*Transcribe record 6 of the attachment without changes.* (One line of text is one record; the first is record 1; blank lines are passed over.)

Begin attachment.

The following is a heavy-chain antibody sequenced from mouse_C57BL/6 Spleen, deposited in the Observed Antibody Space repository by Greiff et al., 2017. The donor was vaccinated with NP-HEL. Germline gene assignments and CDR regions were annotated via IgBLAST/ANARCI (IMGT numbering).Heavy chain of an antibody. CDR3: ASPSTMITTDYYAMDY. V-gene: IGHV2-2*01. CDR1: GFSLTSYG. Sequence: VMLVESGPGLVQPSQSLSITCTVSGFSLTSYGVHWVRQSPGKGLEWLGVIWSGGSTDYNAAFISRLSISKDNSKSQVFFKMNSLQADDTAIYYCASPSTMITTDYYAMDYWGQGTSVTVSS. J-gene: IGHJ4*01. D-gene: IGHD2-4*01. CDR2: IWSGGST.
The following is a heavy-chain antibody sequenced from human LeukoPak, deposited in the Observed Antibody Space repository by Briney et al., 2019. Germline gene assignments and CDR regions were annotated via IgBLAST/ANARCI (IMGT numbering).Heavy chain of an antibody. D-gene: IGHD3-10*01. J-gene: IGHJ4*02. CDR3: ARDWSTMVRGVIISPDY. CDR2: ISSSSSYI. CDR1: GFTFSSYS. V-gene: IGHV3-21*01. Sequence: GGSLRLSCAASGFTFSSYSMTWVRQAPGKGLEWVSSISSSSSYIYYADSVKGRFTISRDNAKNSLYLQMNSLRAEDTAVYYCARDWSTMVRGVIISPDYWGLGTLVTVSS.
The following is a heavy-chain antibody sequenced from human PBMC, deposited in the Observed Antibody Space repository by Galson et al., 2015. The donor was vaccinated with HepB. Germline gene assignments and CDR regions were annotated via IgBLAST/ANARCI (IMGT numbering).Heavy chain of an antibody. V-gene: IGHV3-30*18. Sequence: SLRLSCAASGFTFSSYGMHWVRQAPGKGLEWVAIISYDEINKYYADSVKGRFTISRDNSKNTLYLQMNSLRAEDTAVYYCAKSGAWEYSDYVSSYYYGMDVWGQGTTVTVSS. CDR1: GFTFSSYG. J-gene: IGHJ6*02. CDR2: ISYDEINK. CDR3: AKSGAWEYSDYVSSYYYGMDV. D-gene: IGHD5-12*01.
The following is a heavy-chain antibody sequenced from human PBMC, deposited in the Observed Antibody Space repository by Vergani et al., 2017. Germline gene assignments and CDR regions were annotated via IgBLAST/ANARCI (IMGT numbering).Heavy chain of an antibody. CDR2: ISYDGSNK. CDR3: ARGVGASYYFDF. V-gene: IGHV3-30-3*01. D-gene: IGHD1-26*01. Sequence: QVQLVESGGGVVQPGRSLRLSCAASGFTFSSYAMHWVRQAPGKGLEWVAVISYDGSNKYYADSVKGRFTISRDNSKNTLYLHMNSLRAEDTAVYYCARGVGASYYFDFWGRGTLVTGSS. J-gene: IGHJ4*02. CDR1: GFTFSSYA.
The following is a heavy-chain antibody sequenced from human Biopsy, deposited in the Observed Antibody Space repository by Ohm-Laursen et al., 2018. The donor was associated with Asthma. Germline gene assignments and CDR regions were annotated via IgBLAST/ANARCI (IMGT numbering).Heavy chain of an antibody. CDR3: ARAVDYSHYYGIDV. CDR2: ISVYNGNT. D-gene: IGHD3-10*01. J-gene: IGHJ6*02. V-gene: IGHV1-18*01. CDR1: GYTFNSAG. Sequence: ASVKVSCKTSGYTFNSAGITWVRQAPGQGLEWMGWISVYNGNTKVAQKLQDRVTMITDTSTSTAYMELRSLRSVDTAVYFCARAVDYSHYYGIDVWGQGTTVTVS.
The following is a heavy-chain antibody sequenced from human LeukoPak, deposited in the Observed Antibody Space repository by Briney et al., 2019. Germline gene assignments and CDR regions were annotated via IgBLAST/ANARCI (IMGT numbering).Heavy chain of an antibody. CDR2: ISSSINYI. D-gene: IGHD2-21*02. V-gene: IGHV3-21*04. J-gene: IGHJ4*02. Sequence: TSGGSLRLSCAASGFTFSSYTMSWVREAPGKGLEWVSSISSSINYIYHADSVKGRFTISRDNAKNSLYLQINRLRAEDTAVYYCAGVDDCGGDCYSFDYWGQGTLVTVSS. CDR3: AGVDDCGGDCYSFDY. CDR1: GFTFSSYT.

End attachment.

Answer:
The following is a heavy-chain antibody sequenced from human LeukoPak, deposited in the Observed Antibody Space repository by Briney et al., 2019. Germline gene assignments and CDR regions were annotated via IgBLAST/ANARCI (IMGT numbering).Heavy chain of an antibody. CDR2: ISSSINYI. D-gene: IGHD2-21*02. V-gene: IGHV3-21*04. J-gene: IGHJ4*02. Sequence: TSGGSLRLSCAASGFTFSSYTMSWVREAPGKGLEWVSSISSSINYIYHADSVKGRFTISRDNAKNSLYLQINRLRAEDTAVYYCAGVDDCGGDCYSFDYWGQGTLVTVSS. CDR3: AGVDDCGGDCYSFDY. CDR1: GFTFSSYT.